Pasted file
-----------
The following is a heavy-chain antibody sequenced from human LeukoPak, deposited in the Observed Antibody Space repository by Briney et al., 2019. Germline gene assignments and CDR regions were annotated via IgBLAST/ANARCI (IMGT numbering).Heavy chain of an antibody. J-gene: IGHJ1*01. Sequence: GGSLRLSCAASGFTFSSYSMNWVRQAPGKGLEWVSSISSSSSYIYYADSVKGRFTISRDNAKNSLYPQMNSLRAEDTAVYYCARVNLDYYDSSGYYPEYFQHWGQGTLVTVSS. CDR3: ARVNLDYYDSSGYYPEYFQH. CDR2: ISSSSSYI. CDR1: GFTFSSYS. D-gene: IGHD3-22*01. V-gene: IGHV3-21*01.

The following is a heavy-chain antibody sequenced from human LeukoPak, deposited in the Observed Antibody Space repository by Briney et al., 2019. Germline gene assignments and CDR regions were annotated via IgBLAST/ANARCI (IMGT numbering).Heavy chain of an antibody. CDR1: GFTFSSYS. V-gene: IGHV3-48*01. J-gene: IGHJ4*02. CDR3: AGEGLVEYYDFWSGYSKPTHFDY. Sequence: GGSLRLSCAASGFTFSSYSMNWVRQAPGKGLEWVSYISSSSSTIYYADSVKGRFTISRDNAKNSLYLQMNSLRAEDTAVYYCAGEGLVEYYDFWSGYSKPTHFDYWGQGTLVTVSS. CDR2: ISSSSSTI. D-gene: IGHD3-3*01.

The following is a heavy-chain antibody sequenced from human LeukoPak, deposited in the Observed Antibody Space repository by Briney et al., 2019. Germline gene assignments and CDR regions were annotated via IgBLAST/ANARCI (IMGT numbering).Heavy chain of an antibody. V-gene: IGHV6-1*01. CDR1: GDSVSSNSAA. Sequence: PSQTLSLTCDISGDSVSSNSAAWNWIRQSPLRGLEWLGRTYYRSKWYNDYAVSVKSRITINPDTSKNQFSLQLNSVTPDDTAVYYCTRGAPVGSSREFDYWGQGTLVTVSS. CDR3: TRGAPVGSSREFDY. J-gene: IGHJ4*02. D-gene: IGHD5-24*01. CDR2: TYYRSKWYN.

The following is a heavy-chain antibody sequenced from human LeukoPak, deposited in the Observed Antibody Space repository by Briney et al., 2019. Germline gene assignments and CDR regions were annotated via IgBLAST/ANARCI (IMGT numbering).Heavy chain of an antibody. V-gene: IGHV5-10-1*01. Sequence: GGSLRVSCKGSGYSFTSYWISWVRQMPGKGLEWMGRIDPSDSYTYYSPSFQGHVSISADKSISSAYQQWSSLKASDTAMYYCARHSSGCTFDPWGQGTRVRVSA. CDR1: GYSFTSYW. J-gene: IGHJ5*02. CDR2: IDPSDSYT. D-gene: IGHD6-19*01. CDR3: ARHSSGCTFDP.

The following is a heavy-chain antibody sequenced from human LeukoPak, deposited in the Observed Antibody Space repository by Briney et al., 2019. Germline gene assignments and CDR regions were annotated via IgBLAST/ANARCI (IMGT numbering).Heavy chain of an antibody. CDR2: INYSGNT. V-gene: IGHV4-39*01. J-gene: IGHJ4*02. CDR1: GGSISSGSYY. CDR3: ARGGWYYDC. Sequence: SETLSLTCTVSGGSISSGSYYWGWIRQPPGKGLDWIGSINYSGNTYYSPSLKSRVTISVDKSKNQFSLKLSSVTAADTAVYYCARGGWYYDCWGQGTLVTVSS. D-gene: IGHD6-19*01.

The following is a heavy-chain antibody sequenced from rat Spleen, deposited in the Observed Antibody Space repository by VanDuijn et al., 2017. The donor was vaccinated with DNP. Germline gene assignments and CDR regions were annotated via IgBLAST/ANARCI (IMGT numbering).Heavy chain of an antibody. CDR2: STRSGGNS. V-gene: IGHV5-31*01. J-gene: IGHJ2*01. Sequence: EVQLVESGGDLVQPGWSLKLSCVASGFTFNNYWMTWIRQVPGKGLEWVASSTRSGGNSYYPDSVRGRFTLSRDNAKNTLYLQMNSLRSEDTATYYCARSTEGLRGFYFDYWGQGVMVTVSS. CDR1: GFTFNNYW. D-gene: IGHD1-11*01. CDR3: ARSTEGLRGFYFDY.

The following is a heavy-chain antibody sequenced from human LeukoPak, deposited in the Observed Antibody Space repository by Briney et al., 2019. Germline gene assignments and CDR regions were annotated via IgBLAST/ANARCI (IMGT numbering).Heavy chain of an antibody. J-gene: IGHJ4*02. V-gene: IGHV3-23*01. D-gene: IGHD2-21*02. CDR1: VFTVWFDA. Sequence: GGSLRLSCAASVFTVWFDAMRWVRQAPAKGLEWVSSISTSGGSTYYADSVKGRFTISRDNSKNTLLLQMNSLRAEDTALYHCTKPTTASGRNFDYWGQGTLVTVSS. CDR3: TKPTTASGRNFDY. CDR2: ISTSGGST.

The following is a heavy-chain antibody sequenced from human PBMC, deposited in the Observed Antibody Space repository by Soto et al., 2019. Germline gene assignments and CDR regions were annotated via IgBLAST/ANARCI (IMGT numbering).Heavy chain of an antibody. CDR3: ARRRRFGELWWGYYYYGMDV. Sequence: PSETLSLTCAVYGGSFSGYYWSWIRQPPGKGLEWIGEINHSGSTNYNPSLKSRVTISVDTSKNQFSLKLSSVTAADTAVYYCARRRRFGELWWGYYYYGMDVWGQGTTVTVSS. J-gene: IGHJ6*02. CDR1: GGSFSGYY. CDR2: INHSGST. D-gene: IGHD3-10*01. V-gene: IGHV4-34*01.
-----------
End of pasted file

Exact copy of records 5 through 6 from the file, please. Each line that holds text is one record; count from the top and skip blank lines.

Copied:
The following is a heavy-chain antibody sequenced from human LeukoPak, deposited in the Observed Antibody Space repository by Briney et al., 2019. Germline gene assignments and CDR regions were annotated via IgBLAST/ANARCI (IMGT numbering).Heavy chain of an antibody. CDR2: INYSGNT. V-gene: IGHV4-39*01. J-gene: IGHJ4*02. CDR1: GGSISSGSYY. CDR3: ARGGWYYDC. Sequence: SETLSLTCTVSGGSISSGSYYWGWIRQPPGKGLDWIGSINYSGNTYYSPSLKSRVTISVDKSKNQFSLKLSSVTAADTAVYYCARGGWYYDCWGQGTLVTVSS. D-gene: IGHD6-19*01.

The following is a heavy-chain antibody sequenced from rat Spleen, deposited in the Observed Antibody Space repository by VanDuijn et al., 2017. The donor was vaccinated with DNP. Germline gene assignments and CDR regions were annotated via IgBLAST/ANARCI (IMGT numbering).Heavy chain of an antibody. CDR2: STRSGGNS. V-gene: IGHV5-31*01. J-gene: IGHJ2*01. Sequence: EVQLVESGGDLVQPGWSLKLSCVASGFTFNNYWMTWIRQVPGKGLEWVASSTRSGGNSYYPDSVRGRFTLSRDNAKNTLYLQMNSLRSEDTATYYCARSTEGLRGFYFDYWGQGVMVTVSS. CDR1: GFTFNNYW. D-gene: IGHD1-11*01. CDR3: ARSTEGLRGFYFDY.